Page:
Every connection that your devices make starts out as some kind of DNS request
This request goes to the DNS resolver, which is usually managed by some collective service. The resolver translates your device’s request and gives it the resulting answer.
The Domain Name System (DNS) is the phonebook of the Internet.
since DNS is an integral part of most Internet requests, it can be a prime target for attacks.
By accesing your DNS anybody can find out pretty much all your online activities in your computer.
One thing nobody really knows is the fact that you can choose the DNS you’re using, otherwise by default you are using the one provide by your operative system, most likely google…
So how this works?
1. Web browsers interact through Internet Protocol (IP) addresses. DNS translates domain names to IP addresses so browsers can load Internet resources.
2. You type any website address on your browser, for example: prvcy.world.(the domain) into your browser’s address bar, the DNS resolver translates this domain to the IP address that points to the prvcy.world website.
3. This trigger a request on your DNS in plain text to find out where prvcy.world is;
4. This plain text generate by your DNS is uncrypted and then the server will respond with another plain text with the address and also will collect your device IP Address.
5. This plain text is saved in the server along with all the other searches you did, are doing, and will do with your specific device.
The mainstream DNS servers are from Google and CloudFlare used by firefox, probably right now you’re using one of those and this information is collected by the Internet Service Provider (ISP).
When you use a DNS encrypted the information collected in the plain text is private, meaning that Ths ISP cannot storage your IP address and your browser history.
So in only one search in your browser you’re disclosing your digital ID with:
1. Your DNS provider
2. The browser provider
3.The website you are visiting
4. and your internet service provider.
Normally the data sent to DNS resolvers typically includes:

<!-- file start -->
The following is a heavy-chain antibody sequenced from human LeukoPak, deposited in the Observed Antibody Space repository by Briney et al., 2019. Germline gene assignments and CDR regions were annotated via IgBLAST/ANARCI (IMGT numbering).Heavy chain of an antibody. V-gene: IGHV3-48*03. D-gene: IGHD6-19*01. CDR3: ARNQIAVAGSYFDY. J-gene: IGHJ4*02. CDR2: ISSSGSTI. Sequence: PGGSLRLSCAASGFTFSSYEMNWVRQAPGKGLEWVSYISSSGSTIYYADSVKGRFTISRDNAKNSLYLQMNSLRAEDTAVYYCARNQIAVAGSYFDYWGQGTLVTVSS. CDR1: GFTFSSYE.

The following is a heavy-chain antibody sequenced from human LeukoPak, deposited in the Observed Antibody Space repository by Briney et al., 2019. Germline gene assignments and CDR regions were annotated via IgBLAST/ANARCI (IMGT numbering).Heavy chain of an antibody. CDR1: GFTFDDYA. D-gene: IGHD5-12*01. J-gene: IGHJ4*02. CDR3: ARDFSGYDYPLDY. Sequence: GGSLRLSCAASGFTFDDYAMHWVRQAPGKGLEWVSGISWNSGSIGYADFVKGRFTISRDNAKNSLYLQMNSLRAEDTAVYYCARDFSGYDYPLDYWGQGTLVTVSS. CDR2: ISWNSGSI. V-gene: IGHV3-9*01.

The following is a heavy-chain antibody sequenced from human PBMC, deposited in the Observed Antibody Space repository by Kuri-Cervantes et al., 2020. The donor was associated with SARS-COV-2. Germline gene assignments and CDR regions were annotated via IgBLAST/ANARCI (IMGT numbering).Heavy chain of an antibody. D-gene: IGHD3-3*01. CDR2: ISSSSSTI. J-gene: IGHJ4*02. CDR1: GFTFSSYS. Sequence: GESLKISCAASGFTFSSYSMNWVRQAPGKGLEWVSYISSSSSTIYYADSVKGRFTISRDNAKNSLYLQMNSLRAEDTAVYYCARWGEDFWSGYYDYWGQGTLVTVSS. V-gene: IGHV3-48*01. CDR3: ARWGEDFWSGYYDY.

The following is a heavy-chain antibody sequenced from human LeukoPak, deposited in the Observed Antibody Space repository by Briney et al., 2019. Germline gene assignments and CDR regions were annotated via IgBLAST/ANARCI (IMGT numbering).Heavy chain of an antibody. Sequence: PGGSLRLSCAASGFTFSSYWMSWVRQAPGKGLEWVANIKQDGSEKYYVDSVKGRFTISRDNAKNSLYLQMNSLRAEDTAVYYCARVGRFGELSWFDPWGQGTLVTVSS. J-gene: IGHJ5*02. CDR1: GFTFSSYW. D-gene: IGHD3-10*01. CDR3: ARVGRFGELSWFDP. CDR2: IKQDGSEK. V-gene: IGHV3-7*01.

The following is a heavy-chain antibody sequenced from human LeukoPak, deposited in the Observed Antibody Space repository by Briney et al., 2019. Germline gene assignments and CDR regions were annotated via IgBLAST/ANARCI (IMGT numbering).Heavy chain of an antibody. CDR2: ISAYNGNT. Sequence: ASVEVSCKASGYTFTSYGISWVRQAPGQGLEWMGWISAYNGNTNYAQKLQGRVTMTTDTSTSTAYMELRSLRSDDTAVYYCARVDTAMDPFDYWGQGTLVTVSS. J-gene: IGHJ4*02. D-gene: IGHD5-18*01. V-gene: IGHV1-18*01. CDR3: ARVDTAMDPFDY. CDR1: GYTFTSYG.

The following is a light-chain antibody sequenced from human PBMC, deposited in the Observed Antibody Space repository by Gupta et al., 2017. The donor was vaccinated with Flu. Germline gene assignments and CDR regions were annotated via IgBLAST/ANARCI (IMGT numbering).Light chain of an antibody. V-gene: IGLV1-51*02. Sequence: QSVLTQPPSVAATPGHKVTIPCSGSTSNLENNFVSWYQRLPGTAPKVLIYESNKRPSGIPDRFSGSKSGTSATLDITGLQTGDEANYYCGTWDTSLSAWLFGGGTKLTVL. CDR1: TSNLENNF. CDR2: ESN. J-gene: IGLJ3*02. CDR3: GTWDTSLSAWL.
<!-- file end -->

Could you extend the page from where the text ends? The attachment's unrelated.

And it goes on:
• Top-level domain (TLD) requested. This includes links you click/domains typed into address bar/background connections initiated by devices and services
• Visited pages within the TLD – this applies only to the HTTP protocol and is one of the main reasons you should always force HTTPS connections where possible!
• Timestamp request was made
• Public IP address of your device – be careful of private IP leaks within a browser.
Also, your internet services provider (ISP) knows:
Your full name
Your current address
Connection with other devices
This is why browsing over private browsers matters, because Google and Firefox can collected the information related to your search and device and sell it or using for manipulation purposes.
Today, nearly all DNS queries are sent unencrypted, which makes them vulnerable to eavesdropping by an attacker that has access to the network channel, reducing the privacy of the querier.
Examples of attacks by DNS:
Servers vulnerable to a broad spectrum of attacks, including spoofing, amplification, DoS (Denial of Service), or the interception of private personal information.
Spoofing is when a middle man intercept your request and send you to another domain to steal something from you.
Denial of service is common among countries that control and censor the access to certain websites, this means intercepting your request and blocking a response from the server.
Do not trust a DNS provider under any circumstances, because they will store the data somewhere on the same principle, especially if the DNS providers are big tech companies like:
Google Public DNS (of course)
Open DNS from Cisco
Use a VPN or the TOR Network
The Request is already encrypted the first step and anonymous since is coming only from the exit node of TOR or your VPN.
Use prvcy focus browser
We recommend Metager and Bromite. They do not collect your unencrypted request in plain text in order to sell it and use it against you.
Choose a PRVCY focus router
Instead of having a unique DNS address, your router will create a unique DNS address every time you connect to the internet.
As I explain in the Connect course for your router, a PRVCY router will anonymize you by always changing the DNS.
When you connect to the internet, your router will change the DNS number before it sends the request to visit a site etc.